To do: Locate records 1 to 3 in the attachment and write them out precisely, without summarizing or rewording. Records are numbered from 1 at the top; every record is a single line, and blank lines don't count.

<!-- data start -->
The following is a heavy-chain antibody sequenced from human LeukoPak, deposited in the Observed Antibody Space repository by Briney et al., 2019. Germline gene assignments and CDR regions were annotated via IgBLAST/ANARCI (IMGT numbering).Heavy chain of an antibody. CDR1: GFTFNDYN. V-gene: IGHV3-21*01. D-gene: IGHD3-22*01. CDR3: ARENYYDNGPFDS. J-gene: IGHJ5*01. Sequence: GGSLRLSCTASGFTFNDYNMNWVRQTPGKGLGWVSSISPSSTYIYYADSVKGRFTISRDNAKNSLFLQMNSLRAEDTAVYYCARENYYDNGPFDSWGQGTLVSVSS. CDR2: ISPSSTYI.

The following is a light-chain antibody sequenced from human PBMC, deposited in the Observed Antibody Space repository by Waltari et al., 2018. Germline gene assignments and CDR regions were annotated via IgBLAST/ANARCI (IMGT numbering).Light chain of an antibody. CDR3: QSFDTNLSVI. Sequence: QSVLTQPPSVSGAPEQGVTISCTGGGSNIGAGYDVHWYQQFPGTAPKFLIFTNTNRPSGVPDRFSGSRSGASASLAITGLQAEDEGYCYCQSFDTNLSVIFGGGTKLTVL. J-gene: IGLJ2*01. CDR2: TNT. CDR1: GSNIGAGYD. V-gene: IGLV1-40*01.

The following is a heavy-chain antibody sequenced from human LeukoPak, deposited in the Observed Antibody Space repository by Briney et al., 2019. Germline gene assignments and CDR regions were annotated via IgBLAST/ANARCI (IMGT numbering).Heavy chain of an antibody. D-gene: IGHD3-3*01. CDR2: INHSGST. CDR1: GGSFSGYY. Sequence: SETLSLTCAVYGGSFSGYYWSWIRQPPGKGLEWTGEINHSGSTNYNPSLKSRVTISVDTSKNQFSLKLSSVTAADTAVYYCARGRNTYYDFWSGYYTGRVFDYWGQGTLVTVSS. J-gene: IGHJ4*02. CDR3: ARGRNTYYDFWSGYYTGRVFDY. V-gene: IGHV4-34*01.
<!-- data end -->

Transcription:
The following is a heavy-chain antibody sequenced from human LeukoPak, deposited in the Observed Antibody Space repository by Briney et al., 2019. Germline gene assignments and CDR regions were annotated via IgBLAST/ANARCI (IMGT numbering).Heavy chain of an antibody. CDR1: GFTFNDYN. V-gene: IGHV3-21*01. D-gene: IGHD3-22*01. CDR3: ARENYYDNGPFDS. J-gene: IGHJ5*01. Sequence: GGSLRLSCTASGFTFNDYNMNWVRQTPGKGLGWVSSISPSSTYIYYADSVKGRFTISRDNAKNSLFLQMNSLRAEDTAVYYCARENYYDNGPFDSWGQGTLVSVSS. CDR2: ISPSSTYI.

The following is a light-chain antibody sequenced from human PBMC, deposited in the Observed Antibody Space repository by Waltari et al., 2018. Germline gene assignments and CDR regions were annotated via IgBLAST/ANARCI (IMGT numbering).Light chain of an antibody. CDR3: QSFDTNLSVI. Sequence: QSVLTQPPSVSGAPEQGVTISCTGGGSNIGAGYDVHWYQQFPGTAPKFLIFTNTNRPSGVPDRFSGSRSGASASLAITGLQAEDEGYCYCQSFDTNLSVIFGGGTKLTVL. J-gene: IGLJ2*01. CDR2: TNT. CDR1: GSNIGAGYD. V-gene: IGLV1-40*01.

The following is a heavy-chain antibody sequenced from human LeukoPak, deposited in the Observed Antibody Space repository by Briney et al., 2019. Germline gene assignments and CDR regions were annotated via IgBLAST/ANARCI (IMGT numbering).Heavy chain of an antibody. D-gene: IGHD3-3*01. CDR2: INHSGST. CDR1: GGSFSGYY. Sequence: SETLSLTCAVYGGSFSGYYWSWIRQPPGKGLEWTGEINHSGSTNYNPSLKSRVTISVDTSKNQFSLKLSSVTAADTAVYYCARGRNTYYDFWSGYYTGRVFDYWGQGTLVTVSS. J-gene: IGHJ4*02. CDR3: ARGRNTYYDFWSGYYTGRVFDY. V-gene: IGHV4-34*01.